Exercise & Fitness

Exercising regularly, every day if possible, is the single most important thing you can do for your health. In the short term, exercise helps to control appetite, boost mood, and improve sleep. In the long term, it reduces the risk of heart disease, stroke, diabetes, dementia, depression, and many cancers. The Centers for Disease Control and Prevention recommend the following:

For adults of all ages

  • At least 150 minutes of moderate aerobic exercise like brisk walking or 75 minutes of rigorous exercise like running (or an equivalent mix of both) every week.  It’s fine to break up exercise into smaller sessions as long as each one lasts at least 10 minutes.
  • Strength-training that works all major muscle groups—legs, hips, back, abdomen, chest, shoulders, and arms—at least two days a week.  Strength training may involve lifting weights, using resistance bands, or exercises like push-ups and sit-ups, in which your body weight furnishes the resistance.

For pregnant women

The guidelines for aerobic exercise are considered safe for most pregnant women. The CDC makes no recommendation for strength training. It’s a good idea to review your exercise plan with your doctor.

For children

At least 60 minutes of physical activity a day, most of which should be devoted to aerobic exercise. Children should do vigorous exercise and strength training, such as push-ups or gymnastics, on at least three days every week.

Exercise & Fitness Articles

Are you functionally fit?

Exercise is important to maintain “functional” fitness, which is the ability of a person to perform regular daily activities, whether that means carrying laundry or playing with grandkids. A program to maintain functional fitness includes exercises that mimic daily activities, with motions that help the body get better at pushing, pulling, climbing, bending, lifting, reaching, turning, squatting, and rotating the trunk or shoulders. The exercises also train the muscles to work together. (Locked) More »

Feel the beat of heart rate training

Guidelines recommend at least 150 minutes of moderate-intensity exercise per week. A good way to maintain moderate intensity is with heart rate training, in which a person exercises at 60% to 75% of maximum heart rate. By wearing a heart rate monitor while exercising, a person can have a constant reminder of exercise intensity, so he or she can stay in the moderate-intensity zone as much as possible. (Locked) More »

Roll away muscle pain

Muscle soreness can become a regular part of daily life as a person ages. If aches and tightness interfere with daily living, adopting a foam rolling routine can help. Foam rollers can address common problem area like calves, hamstrings, lower back, and IT (iliotibial) bands. The roller glides over muscles much like a rolling pin to knead out knots, and it’s firm enough to apply sufficient pressure to address deep spots. (Locked) More »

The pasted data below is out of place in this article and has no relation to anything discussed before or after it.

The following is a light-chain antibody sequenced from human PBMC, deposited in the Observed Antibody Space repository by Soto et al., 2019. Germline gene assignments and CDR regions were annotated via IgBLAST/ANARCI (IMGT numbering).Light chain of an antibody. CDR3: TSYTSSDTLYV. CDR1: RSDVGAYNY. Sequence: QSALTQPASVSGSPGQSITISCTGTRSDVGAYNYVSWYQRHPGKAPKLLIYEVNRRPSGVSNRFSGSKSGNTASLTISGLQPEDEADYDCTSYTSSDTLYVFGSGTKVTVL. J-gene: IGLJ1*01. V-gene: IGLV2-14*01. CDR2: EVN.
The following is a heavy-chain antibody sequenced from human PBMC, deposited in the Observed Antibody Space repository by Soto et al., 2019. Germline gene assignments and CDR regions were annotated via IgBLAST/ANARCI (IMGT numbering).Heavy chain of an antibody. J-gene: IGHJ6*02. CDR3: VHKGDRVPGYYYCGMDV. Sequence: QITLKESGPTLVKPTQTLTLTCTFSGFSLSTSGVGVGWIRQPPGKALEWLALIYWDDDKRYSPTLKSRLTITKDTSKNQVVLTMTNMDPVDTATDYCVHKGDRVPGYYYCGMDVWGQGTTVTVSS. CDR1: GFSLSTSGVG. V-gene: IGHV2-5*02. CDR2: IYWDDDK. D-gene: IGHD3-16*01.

A day at the 5K races

Older men needing fitness motivation or looking for a new challenge should consider a local five-kilometer (5K) run. The events are ideal for beginners or more advanced runners and even walkers. Training for one can help men gauge current fitness, identify areas for improvement, and reduce the risk of knee pain and osteoarthritis. (Locked) More »

Don’t just sit there, move more!

Sitting for long, uninterrupted periods of time has harmful effects on heart health, even in people who exercise for an hour each day. The damaging effects include increases in belly fat, triglyceride levels, and insulin resistance, as well as a greater likelihood of developing heart disease or dying from any cause. Standing up or doing light exercise (such as walking) every hour or so may help lower these risks. Suggestions for adding more movement throughout the day include using a standing desk for computer work and sitting on an exercise ball or using a portable pedaling machine while watching television. (Locked) More »

Free services to help your health

There are many free services that can help improve health. Grocery store workers can point shoppers toward fruits and vegetables that are in season and the freshest cuts of meat. Pharmacists may be able to dispense free prescription medications or free advice about how to use medications, and even take a person’s blood pressure at no charge. Some universities offer free online academic classes. Some nonprofit organizations provide free food to people who are too sick to shop or cook for themselves. And many organizations offer free exercise classes for older adults. (Locked) More »

Yoga can help with low back pain relief

A 12-week yoga program that focused on strengthening the core and improving mobility helped reduce pain and improve quality of life among people who suffered from chronic low back pain. More »

Have the secrets to exercise success in the palm of your hand!

You can access Starting To Exercise on your smart phone, tablet, or desktop computer. With easy log-in and simple-to-navigate screens, this online course is designed for adults of all ages. In a NEW online course, STARTING TO EXERCISE, today's leading fitness instructors show you workouts that work...the exercises that will help you enjoy a healthier, more vigorous, and longer life! It's a fact: regular, vigorous exercise can add more than three years to your life! Exercise lessens your risk of heart disease and stroke. It lowers blood pressure, reduces risk of certain cancers, strengthens bones, protects joints, and keeps your mind sharp. More »

10 tips to get you exercising regularly

The challenges of balancing the demands of family, work, and other responsibilities can make it difficult can make exercise a low priority, but it's important to stay as healthy as possible to enable you to meet all those challenges. It's possible to find time for your fitness goals by changing your thinking and behavior. (Locked) More »